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Ottawa Citizen outs mentally ill man

On Saturday the Ottawa Citizen ran a story called Pleas to help mentally ill son ignored, mother says. It was in Hugh Adami’s column, The Public Citizen.

Complete with names and a photograph, this article provides detailed personal information about a 22-year-old man who lives in Ottawa’s shelter system. The information was supplied by his mother.

The young man was quoted by Adami as saying he didn’t want his story in the paper. And yet there it is: his suicide attempts, his drug use, his paranoid schizophrenia, his bipolar disorder, his behaviour problems as a child, his anger management problems, his doctors’ assessment of his current mental state, his brushes with the law, his rental history, his housekeeping shortcomings, everything. Right there with his name, photograph and height.

If his mother’s version of events is accurate, I can understand her frustration with the shortage of mental health resources available to her son. But does anyone else think that publishing this article was a flagrant violation of his privacy rights? Certainly there’s a valid point to made about mental health resources, but couldn’t this point have been made without  publicly identifying him?

Even if he manages to get his mental health issues under control with treatment, this article will probably haunt him for the rest of his life. Anybody who ever googles his name will learn personal and confidential information about his medical and psychiatric history.  This includes potential employers, potential landlords, acquaintances, neighbours and everybody else, forever.

It’s not right. And I can’t help but wonder if the Citizen would have published personal medical information about somebody who was not poor, homeless and mentally ill.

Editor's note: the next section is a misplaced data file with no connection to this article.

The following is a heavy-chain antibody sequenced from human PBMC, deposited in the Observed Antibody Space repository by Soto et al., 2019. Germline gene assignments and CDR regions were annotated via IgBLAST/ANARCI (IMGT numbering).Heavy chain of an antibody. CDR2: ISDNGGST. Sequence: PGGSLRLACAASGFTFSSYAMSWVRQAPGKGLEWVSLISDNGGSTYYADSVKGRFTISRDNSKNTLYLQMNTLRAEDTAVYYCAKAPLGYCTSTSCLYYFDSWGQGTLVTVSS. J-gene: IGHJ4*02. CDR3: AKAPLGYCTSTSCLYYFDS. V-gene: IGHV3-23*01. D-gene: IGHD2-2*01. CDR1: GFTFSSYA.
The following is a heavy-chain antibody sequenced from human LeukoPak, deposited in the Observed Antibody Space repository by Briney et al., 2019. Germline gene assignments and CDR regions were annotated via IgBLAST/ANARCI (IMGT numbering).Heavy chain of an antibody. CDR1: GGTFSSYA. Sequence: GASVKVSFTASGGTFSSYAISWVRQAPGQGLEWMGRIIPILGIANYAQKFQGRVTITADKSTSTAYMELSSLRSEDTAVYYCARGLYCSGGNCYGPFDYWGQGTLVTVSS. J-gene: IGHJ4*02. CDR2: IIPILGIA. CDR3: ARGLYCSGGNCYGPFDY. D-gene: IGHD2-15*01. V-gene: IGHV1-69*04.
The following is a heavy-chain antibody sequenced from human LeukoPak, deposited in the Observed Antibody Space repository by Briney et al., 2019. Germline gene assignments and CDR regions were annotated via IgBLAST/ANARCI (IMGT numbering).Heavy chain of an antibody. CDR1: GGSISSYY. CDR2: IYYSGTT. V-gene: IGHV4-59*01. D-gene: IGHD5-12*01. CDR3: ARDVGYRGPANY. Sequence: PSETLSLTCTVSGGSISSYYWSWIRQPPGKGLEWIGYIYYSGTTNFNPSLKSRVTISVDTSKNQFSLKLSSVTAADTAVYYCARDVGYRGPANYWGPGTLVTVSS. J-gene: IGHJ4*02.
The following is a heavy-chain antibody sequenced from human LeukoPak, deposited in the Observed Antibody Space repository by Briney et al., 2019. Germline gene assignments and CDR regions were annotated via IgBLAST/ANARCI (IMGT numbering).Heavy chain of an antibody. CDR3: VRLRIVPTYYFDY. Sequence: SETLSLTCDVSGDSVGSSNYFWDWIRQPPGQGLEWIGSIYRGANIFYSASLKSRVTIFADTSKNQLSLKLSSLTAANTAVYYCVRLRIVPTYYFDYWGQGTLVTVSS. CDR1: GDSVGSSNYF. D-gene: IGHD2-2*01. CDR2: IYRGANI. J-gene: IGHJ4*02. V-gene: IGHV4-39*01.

30 comments to Ottawa Citizen outs mentally ill man

  • Lalawawa

    oh ma oh man oh man…first off you know I have two disabled kids so I know how fine the line is between seeking help and overexposure….but I KNOW this woman in a business relationship and I now feel like I know too much. On the other hand now that I DO know, I can offer her more understanding and compassion…..but holy crap – I just don’t know what to think about the rest of it………

    • I’ve never been in her position, and I wouldn’t want to be. But I do appreciate your point about the fine line between seeking help and overexposure. I just think there must have been a way to tell the story and illuminate the problem without shining a spotlight directly into the personal life of one mentally ill individual who asked for privacy.

  • Sheila

    I agree; It’s not right. I work in residential support for developmentally disabled adults. Not long ago, my coworkers and I were shocked and angered to see a letter to the editor of our local newspaper that was written by the sister-in-law/co-guardian of one of the ladies we take care of. She was protesting the government cuts but she was also describing her sister-in-law in very personal and unflattering terms and since she shared the same surname it wouldn’t take a genius to know who she was describing. And there is not one thing we can do about it.

    • That’s appalling. I’m sure it must be legal, since the paper published it (both this article, and the letter to the editor in your community). I don’t think it’s ethical, and I don’t understand why it’s legal.

      If the 22-year-old man had had cancer, and his mother had gone to the media about not being able to find him life-saving treatment, would the Citizen have published a half-page story about his medical problems without his permission? Would it have been legal or ethical to do so? I don’t think so. So why is it legal to publish personal information, supplied by a relative, about people’s mental or developmental disabilities?

  • CeltChick

    How can this be legal?!? The gentleman asked for privacy; if a family member get all blabby about his business, he should still have some say about whether or how that gets published. At this point, the paper can’t even retract what was published–it’s out there forever, as you say. Did this fellow give up his rights to privacy by entering the shelter? That doesn’t seem at all right.